The card issuer also recently raised interest rates for a number of cardholders who were paying below-market APRs, and currently charges new cardholders a higher APR than comparable cards. For example, according to American Express spokeswoman Elizabeth Crosta, the lowest available rate on a new American Express card is currently 12.99 percent. The national average APR for low interest cards, by contrast, is 11.62 percent.

Annual fees are also going up on some cards, such as the issuers’ Gold line, making owning a premium American Express card even pricier.

That said, the pressure on American Express to attract new cardholders could mean that rewards will get better — at least in the near future — rather than worse, according to financial services firm Credit Suisse.

In just the past month, American Express announced it will soon offer double the rewards on restaurant purchases and better travel perks for American Gold cardholders, including a $100 travel credit for incidental airline expenses. It also announced last week an innovative loyalty program that allows participants to earn points even when they use a different payment method, such as cash or debit.

And even though American Express’ reputation has taken a hit in recent months, it still earns enough high marks from satisfied customers that applying for an American Express card doesn’t feel like much of a risk.

I haven’t decided yet whether or not I’ll apply for a card myself. It’s still too early to tell how recent events will influence American Express’ offers, so I may just wait a little while and see what comes in the mail.

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  • S B

    I completely agree. I have a credit rating of 807 and pay my bill on time and in full every month. I have been an American Express card holder since 1998 (that is 17 years with a card in good standing – never even carrying a balance). I have had the Gold card for over 10 years. Twice this year, I made my payment one day late and I was told my APR would be going from an already unreasonable 21% to 27.24%!!!!! I am not exaggerating about my creditworthiness.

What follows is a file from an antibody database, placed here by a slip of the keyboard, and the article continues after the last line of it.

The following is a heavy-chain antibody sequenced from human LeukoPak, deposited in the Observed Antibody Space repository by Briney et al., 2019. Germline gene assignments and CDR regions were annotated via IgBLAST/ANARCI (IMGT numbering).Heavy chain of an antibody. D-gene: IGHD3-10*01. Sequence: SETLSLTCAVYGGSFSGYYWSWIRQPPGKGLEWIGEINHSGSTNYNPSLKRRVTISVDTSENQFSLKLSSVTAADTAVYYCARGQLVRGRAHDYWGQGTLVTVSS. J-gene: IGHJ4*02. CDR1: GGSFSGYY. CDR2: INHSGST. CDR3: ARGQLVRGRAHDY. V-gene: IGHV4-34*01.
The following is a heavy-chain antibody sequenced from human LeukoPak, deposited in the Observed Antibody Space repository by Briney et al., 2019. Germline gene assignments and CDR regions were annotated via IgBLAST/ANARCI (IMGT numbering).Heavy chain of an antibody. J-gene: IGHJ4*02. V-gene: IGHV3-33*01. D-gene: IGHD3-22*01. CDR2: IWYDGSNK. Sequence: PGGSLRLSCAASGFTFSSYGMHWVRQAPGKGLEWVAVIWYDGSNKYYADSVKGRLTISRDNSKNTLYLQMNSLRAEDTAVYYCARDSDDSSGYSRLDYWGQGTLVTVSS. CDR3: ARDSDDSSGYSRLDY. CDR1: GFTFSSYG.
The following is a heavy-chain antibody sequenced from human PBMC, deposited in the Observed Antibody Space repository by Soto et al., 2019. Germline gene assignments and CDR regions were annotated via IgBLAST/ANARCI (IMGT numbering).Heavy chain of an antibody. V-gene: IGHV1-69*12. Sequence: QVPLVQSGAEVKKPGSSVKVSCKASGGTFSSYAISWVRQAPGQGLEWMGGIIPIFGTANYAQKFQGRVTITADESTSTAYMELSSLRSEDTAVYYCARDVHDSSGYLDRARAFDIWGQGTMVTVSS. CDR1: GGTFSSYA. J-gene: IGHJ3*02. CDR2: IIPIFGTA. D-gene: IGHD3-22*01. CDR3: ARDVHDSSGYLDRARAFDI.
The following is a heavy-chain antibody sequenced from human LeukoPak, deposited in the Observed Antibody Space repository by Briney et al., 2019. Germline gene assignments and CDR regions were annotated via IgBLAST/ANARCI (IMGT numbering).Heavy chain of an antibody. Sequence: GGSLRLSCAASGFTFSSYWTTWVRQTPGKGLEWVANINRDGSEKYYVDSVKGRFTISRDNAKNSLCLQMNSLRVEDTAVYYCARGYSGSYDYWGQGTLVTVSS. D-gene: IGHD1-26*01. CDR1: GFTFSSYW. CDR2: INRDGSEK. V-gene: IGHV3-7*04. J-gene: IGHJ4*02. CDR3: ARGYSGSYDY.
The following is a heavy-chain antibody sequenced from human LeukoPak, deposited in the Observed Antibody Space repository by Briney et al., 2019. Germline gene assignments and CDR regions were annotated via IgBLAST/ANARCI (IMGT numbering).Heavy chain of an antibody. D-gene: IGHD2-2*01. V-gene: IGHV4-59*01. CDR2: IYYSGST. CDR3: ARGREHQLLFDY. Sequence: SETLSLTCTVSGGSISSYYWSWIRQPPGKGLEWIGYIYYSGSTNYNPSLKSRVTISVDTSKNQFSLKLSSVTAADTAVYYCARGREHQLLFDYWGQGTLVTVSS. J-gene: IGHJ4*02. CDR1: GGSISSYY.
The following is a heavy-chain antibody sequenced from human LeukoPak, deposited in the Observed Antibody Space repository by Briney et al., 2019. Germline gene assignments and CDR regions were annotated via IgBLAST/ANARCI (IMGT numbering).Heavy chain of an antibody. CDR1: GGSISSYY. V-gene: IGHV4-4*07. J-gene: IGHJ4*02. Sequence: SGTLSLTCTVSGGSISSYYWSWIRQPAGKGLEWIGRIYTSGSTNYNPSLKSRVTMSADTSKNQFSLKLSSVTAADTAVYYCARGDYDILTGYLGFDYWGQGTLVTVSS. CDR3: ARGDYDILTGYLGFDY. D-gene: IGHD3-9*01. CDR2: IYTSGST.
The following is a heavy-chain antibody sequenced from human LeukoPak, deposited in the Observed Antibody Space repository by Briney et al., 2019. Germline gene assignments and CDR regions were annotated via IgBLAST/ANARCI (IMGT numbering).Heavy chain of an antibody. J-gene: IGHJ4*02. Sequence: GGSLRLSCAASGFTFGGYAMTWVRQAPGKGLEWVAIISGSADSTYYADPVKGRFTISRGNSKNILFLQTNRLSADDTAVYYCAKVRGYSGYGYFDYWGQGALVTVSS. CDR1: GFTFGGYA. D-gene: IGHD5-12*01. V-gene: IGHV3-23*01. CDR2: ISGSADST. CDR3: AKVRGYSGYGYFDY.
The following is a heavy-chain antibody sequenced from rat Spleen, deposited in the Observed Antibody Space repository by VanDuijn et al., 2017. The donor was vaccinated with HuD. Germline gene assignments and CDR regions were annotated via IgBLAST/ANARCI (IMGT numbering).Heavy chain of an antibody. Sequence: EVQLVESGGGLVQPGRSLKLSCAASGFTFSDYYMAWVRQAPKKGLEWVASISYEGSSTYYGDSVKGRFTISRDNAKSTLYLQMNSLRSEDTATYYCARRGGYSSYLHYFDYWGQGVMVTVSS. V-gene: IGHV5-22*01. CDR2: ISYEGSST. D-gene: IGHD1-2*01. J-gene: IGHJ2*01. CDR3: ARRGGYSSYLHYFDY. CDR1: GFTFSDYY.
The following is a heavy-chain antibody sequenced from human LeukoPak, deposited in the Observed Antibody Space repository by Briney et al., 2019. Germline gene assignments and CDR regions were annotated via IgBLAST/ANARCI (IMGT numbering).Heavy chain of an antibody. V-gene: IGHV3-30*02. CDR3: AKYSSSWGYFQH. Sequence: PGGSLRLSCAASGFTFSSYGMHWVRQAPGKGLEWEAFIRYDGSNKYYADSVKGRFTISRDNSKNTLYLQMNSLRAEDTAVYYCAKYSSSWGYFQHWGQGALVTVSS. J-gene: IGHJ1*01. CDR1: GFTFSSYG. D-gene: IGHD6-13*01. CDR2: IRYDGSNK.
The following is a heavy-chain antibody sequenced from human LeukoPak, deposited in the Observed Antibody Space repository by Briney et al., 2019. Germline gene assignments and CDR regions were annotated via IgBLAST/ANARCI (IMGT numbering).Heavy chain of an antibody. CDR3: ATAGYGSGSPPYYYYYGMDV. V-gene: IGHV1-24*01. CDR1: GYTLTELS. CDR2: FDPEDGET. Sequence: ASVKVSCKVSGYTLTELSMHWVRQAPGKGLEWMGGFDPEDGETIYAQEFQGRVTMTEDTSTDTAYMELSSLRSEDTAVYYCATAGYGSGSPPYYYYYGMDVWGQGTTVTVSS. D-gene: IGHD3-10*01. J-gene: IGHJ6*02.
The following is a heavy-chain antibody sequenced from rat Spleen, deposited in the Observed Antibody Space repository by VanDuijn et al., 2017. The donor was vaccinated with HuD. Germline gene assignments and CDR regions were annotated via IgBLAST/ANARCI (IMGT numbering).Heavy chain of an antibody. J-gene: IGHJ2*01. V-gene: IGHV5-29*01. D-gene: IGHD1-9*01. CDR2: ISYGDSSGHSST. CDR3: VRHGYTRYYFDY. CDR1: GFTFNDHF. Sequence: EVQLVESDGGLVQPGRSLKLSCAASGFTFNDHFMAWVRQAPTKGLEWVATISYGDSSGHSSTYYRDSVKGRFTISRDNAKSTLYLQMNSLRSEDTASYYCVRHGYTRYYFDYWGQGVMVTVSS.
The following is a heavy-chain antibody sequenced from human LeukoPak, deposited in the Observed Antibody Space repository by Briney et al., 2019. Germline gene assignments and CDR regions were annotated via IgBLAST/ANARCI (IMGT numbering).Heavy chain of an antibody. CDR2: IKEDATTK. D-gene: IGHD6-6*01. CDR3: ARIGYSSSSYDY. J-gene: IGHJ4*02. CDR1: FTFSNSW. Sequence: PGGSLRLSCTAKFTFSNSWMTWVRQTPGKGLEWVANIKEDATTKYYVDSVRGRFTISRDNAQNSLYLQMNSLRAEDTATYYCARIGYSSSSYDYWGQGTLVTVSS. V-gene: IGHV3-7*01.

What are they getting away with charging people with bad credit. Heaven forbid I needed to actually put something on credit. I would never be able to get out of debt.
    Should ANYONE be paying nearly one third the cost of their purchases to cover themselves for a month or two. Does a corporation have the right to charge what the government does on income taxes. Remember we already pay that, plus the sales tax to purchase items, then this kind of penalty to borrow. It vaguely reminds me of robber barons and rings our as an example of what Pope Francis warns as the “tyranny” of “unfettered capitalism.”
    If they haven’t figured out how to compete with Millennials, which I am sure they haven’t because of their marketing mix, and are antagonizing Generation X and beyond, whose left to be a loyal customer.
    Information is too readily available online. As you can imagine, with a decent credit score, I get tons of credit card offers regularly. Why not switch, because when you are in one of the months in which you need the credit or are learning this information, no one wants to close the deal, even with credit like mine.
    This is the situation for many Americans. This is exploitation. This is not how banks should treat the tax paying citizens whose tax dollars went into the bailout – In 2008 American Express was one of the first to line up for $3.39 Billion in TARP Funds. WERE THEY CHARGED 30% Interest?!!!
    I think we need to take this to the hill!